Road in the City [of Mandalay] looking towards the Palace and taken from the top of the South Gate
Photographer: Hooper, Willoughby Wallace (1837-1912)
Medium: Photographic print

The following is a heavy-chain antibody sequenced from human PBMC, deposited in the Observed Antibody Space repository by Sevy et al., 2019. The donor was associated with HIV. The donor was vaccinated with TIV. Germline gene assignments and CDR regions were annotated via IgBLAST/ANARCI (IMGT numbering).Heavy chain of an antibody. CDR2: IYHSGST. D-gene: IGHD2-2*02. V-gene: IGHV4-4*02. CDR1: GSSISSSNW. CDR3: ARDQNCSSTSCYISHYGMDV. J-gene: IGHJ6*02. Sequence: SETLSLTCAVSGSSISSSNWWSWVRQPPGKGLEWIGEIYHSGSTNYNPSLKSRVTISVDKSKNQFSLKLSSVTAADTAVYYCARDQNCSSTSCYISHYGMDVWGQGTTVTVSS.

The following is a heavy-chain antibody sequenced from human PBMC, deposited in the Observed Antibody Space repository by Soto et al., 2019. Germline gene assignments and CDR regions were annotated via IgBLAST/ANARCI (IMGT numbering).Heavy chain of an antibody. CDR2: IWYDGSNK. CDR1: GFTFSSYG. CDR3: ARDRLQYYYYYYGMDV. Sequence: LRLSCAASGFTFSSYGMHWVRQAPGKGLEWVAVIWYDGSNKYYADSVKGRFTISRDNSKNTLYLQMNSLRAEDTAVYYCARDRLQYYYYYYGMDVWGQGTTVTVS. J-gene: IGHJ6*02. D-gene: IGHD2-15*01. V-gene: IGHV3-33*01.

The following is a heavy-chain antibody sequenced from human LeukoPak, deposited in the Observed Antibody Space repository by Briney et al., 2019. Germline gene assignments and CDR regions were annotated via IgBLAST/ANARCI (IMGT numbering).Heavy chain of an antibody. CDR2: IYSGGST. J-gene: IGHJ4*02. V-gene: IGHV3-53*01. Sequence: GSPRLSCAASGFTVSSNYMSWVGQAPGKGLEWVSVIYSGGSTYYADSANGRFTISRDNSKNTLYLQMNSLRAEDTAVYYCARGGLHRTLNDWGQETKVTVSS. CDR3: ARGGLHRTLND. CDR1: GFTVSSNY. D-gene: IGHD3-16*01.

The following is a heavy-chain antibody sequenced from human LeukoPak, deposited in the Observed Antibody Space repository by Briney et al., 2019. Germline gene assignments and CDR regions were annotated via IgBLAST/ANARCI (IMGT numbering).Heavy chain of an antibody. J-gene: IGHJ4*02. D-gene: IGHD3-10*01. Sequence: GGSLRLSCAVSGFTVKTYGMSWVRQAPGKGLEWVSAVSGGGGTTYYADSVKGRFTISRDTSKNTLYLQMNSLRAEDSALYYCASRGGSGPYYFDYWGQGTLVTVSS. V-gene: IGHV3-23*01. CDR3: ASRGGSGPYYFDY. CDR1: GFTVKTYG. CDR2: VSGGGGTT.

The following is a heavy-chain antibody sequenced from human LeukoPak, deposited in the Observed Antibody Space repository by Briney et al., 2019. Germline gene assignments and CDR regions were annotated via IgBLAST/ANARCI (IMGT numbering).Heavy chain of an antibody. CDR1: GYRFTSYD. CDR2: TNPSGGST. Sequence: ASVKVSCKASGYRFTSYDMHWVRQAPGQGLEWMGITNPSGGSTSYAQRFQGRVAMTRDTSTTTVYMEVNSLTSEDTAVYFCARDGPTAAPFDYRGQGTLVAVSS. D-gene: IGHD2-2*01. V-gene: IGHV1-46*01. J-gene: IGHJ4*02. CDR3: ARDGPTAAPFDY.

Photograph of a road in the city of Mandalay in Burma (Myanmar), taken from the top of the South Gate by Willoughby Wallace Hooper in 1886. The photograph is from a series documenting the Third Anglo-Burmese War (1885-86), published in 1887 as ‘Burmah: a series of one hundred photographs illustrating incidents connected with the British Expeditionary Force to that country, from the embarkation at Madras, 1st Nov, 1885, to the capture of King Theebaw, with many views of Mandalay and surrounding country, native life and industries’. Two editions were issued, one with albumen prints, one with autotypes, along with a set of lantern slides. Hooper made the series while serving as Provost Marshal with the British Expeditionary Force, which entered Mandalay on 28 November 1885. King Thibaw (reigned 1878-1885) was deposed and taken prisoner, and a military occupation was begun in the city. The war culminated in the British annexation of Upper Burma on 1 January 1886 and the exile of Thibaw and Queen Supayalat to India. Mandalay, founded in 1857 by King Mindon Min, was the last royal capital of Burma. It was built in the form of a huge square fortress surrounded by a wide moat, with the palace in an inner enclosure at its heart. There were twelve entrance gates, three on each side, with the main gate in the centre of the east side. Hooper describes the view from the South Gate in a caption accompanying the photograph: “The road runs due North from the gate, the outer palisade of the Palace being at the extreme end of this road. The buildings in the foreground are the old guard-houses. After the city was taken possession of, the Provost Marshal’s department was located at this spot; the building on the right was used as officers’ quarters, being made somewhat more habitable and comfortable by the use of bamboo matting; opposite to it the Madras Infantry Guard was quartered, and the far end, where the sentry is seen walking, was made into a lock-up in which prisoners were temporarily kept.” Hooper was a dedicated amateur photographer and his photographs of the war in Burma are considered “one of the most accomplished and comprehensive records of a nineteenth century military campaign”. The series is also notable for the political scandal which arose following allegations by a journalist that Hooper had acted sadistically in the process of photographing the execution by firing squad of Burmese rebels. The subsequent court of inquiry concluded that he had behaved in a “callous and indecorous” way and the affair raised issues of the ethical role of the photographer in documenting human suffering and the conduct of the British military during a colonial war.